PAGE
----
by Msgr. Michael J. Cantley, S.T.D.
Every history begins with a prehistory, and parishes are no different. The territory that is served by St. Anastasia Parish is now located entirely within the confines of northeastern Queens, but once extended deeply into Nassau County. Before settlers appropriated this area for themselves it had been inhabited by a tribe of Indians called the Matinecock (a word meaning “hilly place”). Beginning in the early 17th Century white settlers began to occupy part of the western end of Long Island, the area we call home. At first, this European incursion was accepted and both settlers and Indians lived in peace. But by the middle of the Century the settlers grabbed more land and in doing so angered the Indians. War ensued, and the superior firepower of the settlers, along with weakening diseases that they brought to the native population that did not have the immunity of the Europeans, finally defeated the Matinecock and the tribe faded away. The area attracted many more settlers and the building of the North Shore Railroad serving western Queens as far as Flushing opened the area to larger numbers of inhabitants. Over the next few decades Little Neck – Douglaston experienced a significant increase in population. In the early years of the twentieth Century the Douglas Manor Association was formed and attracted some famous Hollywood personalities to live in the area. The opening of the Triborough Bridge in 1936 and the Bronx-Whitestone Bridge in 1939, making the area a kind of crossroads also made it desirable for the ease with which inhabitants could travel from and to Long Island Manhattan, Bronx and New England. Since the increasing population included many Catholics, the need for parishes to serve them became evident.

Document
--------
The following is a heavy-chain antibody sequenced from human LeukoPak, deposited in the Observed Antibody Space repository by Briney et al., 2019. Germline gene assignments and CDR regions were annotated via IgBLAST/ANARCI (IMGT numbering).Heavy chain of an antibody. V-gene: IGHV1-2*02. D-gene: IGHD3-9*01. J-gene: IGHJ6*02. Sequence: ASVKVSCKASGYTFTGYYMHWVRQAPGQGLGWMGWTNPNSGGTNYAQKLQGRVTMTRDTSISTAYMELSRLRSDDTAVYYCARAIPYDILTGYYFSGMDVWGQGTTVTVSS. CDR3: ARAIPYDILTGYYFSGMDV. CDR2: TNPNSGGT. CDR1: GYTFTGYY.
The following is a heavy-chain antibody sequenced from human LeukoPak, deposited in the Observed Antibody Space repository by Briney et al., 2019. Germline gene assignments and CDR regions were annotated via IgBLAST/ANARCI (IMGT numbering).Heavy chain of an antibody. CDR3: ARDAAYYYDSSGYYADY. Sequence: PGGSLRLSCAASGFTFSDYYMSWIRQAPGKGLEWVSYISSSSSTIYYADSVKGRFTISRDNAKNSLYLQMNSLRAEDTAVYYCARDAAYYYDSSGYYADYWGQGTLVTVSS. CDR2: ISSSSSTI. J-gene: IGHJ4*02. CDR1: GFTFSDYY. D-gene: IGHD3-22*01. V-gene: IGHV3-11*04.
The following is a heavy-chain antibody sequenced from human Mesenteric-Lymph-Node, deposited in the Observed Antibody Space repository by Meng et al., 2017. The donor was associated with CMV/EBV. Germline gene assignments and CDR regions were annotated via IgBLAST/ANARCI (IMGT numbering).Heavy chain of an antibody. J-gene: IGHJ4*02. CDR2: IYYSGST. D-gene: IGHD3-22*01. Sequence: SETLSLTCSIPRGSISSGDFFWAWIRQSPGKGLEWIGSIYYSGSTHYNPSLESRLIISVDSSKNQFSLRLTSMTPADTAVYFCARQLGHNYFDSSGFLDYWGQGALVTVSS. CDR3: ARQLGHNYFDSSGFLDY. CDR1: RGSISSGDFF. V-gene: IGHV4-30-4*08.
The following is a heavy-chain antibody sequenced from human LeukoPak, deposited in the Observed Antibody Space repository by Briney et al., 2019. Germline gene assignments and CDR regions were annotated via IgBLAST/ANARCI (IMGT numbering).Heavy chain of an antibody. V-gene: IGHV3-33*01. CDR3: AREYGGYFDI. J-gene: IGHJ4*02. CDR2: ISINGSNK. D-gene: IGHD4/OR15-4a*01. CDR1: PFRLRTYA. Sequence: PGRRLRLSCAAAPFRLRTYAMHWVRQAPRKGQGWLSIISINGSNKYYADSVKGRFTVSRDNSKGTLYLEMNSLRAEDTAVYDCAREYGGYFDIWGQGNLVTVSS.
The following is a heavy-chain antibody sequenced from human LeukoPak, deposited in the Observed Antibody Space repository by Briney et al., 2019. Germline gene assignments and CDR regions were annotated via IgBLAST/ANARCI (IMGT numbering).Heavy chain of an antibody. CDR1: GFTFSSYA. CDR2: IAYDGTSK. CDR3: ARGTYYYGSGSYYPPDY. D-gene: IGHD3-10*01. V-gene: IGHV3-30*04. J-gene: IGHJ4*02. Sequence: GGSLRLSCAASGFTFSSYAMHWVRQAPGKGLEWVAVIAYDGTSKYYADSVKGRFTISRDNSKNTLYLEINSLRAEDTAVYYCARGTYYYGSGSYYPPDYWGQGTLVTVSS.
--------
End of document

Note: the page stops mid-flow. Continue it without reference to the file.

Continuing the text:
Before the founding of St. Anastasia’s in 1915, Catholics had to travel a considerable distance to St. Michael’s Church in Flushing (established in 1833), and later (after 1853) many traveled to St. Mary’s in Manhasset while some at a later time preferred St. Aloysius in Great Neck (established in 1876). When Sacred Heart was established in Bayside in 1891 the trek there became the more usual Sunday excursion for Mass. Petitions to Bishop Charles McDonnell (second Bishop of the Diocese from 1892-1921) were eventually granted and the Reverend Francis J. Uleau was appointed in October of 1915 to establish the new parish of St. Anastasia. There were only one hundred parishioners at the time of the founding, but they increased by three births and baptisms in the short tenure of Father Uleau.